Taylor agrees, adding: “I recommend hairstyles such as a high bun or ponytail, slick-back styles, and braids to reduce friction and keep your hair away from areas where sweat can build up such as the face and neck.”

04 of 06

Switch to a Co-Wash

You may be tempted to wash your hair after every workout, but for most people with natural hair, washing that frequently isn’t ideal. “If you go to the gym and sweat frequently, shampooing your hair every time can dry it out,” warns Taylor. To avoid this, she suggests co-washing between your shampoo sessions. “Co-washing… helps to protect your hair’s natural oils and hydrate the scalp,” she says. Her recommendation? Salwa Petersen’s Chébé Cleansing Conditioner ($21) “because it cleanses without stripping, hydrates, and boosts shine.”

05 of 06

Let Your Hair Fully Dry Before Styling

Attempting to fix your hair immediately after a workout, without letting it dry first, can lead to problems. That’s because wet hair is more elastic and more prone to breakage. “Hit your hair with a light blow dry or let your hair air dry after the gym to ensure that you’re not putting more stress on your locks,” suggests Taylor. You’ll also want to wait until your hair is dry before going anywhere near a hot styling tool. “Bonds have reformed once the hair is dry,” says Hardges, making it easier to style with hot tools.

06 of 06

Use a Dry Shampoo

A dry shampoo can save your scalp from a worked-out appearance, and it isn’t just for after your sweat session. “I advise prepping your hair before exercising with dry shampoo to reduce sweat and help avoid a greasy appearance post-workout,” suggests Taylor. “Choosing a light dry shampoo to spritz through your strands post-workout will help to reduce and absorb grease and sweat” as well.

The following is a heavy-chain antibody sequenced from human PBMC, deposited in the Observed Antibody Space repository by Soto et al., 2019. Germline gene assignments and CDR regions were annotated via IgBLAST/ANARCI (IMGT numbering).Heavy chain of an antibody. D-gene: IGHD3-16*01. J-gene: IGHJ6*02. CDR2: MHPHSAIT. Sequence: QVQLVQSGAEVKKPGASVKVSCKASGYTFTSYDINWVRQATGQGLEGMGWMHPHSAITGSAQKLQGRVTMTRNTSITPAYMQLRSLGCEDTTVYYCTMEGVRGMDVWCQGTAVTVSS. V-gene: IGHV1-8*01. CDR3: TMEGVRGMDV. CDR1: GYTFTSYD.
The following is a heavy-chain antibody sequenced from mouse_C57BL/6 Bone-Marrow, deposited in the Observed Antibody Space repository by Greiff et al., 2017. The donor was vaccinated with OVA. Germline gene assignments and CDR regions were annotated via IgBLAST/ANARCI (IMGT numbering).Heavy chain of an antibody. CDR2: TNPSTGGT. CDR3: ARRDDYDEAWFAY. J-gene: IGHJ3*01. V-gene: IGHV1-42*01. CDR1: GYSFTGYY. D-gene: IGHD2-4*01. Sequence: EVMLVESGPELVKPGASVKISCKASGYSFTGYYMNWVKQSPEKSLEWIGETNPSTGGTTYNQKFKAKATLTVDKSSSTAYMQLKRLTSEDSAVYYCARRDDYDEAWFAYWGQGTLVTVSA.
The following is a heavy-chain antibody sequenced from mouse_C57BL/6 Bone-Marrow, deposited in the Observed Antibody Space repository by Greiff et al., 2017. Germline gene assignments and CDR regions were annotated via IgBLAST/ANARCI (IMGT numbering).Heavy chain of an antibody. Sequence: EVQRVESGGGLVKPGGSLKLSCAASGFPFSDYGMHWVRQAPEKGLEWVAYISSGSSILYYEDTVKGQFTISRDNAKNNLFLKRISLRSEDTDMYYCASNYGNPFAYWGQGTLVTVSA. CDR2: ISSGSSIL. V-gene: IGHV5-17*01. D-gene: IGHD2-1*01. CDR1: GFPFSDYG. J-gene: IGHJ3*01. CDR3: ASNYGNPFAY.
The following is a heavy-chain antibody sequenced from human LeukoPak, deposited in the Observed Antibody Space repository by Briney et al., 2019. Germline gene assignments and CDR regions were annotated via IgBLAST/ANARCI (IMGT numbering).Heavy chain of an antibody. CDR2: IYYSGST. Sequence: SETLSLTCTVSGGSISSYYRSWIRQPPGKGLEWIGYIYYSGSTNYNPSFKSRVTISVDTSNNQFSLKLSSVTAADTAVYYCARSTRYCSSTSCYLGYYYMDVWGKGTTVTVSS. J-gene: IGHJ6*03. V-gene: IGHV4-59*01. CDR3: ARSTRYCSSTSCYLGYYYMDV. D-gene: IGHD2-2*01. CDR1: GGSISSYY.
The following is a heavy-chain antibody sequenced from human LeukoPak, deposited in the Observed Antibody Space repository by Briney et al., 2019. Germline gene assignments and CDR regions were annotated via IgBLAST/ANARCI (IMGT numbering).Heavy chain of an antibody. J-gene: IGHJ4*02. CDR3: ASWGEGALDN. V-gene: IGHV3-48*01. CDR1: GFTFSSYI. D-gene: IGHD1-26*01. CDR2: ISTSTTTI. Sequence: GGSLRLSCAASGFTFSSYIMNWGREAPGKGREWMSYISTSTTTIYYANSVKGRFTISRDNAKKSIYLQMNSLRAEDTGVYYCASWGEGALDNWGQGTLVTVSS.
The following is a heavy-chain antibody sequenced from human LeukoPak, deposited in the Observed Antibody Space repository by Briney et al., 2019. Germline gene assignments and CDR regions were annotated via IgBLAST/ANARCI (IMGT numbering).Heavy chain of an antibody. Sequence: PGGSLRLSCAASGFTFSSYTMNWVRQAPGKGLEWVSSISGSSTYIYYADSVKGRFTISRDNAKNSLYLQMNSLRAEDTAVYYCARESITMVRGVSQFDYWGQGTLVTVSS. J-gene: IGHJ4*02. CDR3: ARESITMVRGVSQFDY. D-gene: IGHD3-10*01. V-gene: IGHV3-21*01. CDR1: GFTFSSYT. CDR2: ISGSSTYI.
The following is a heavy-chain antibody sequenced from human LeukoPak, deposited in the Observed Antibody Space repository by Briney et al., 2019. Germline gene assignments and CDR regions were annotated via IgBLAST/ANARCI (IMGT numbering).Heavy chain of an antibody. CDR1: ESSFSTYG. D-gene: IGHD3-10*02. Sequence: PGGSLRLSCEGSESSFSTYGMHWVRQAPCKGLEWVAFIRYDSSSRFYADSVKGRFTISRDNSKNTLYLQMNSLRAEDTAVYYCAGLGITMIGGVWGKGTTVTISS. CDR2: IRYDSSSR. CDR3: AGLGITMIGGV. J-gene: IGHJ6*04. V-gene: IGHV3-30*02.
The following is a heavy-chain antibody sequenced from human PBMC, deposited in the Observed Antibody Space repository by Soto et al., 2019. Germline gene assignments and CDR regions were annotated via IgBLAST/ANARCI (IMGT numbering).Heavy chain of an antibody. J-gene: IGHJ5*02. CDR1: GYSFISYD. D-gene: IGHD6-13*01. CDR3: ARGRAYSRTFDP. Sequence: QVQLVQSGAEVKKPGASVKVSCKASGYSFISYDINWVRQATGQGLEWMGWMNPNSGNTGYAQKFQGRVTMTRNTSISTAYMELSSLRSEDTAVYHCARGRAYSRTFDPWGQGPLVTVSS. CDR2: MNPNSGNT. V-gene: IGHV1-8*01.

If you don’t have a dry shampoo on hand, Hardges says other products can suffice. “If the scalp is still damp, a cotton ball with witch hazel or Sea Breeze is a great way to cleanse the scalp, especially when wearing a protective style,” she explains. She adds that dry shampooing after your hair has dried from your workout can add days of wear to your current style.

If a dry shampoo alone doesn’t seem to do enough for you, Taylor says you may want to consider adding serums or leave-in conditioners to your pre-workout routine to create a stronger moisture barrier against sweat.

The Final Takeaway

Working out with natural hair doesn't have to be an ordeal, thanks to the numerous ways you can protect your hair from sweat. If you work out frequently, you might want to consider adopting a protective style. If that isn't your speed, there are still plenty of other options. Throw your hair into a bun or ponytail, tie a scarf around your head, or pre-treat your hair with dry shampoo. After working out, always let your hair dry before styling it, and consider a co-wash or dry shampoo to avoid over-washing. With these tips, your workouts will be a breeze—at least as far as your hair is concerned.


No comments yet. Why don’t you start the discussion?

Leave a Reply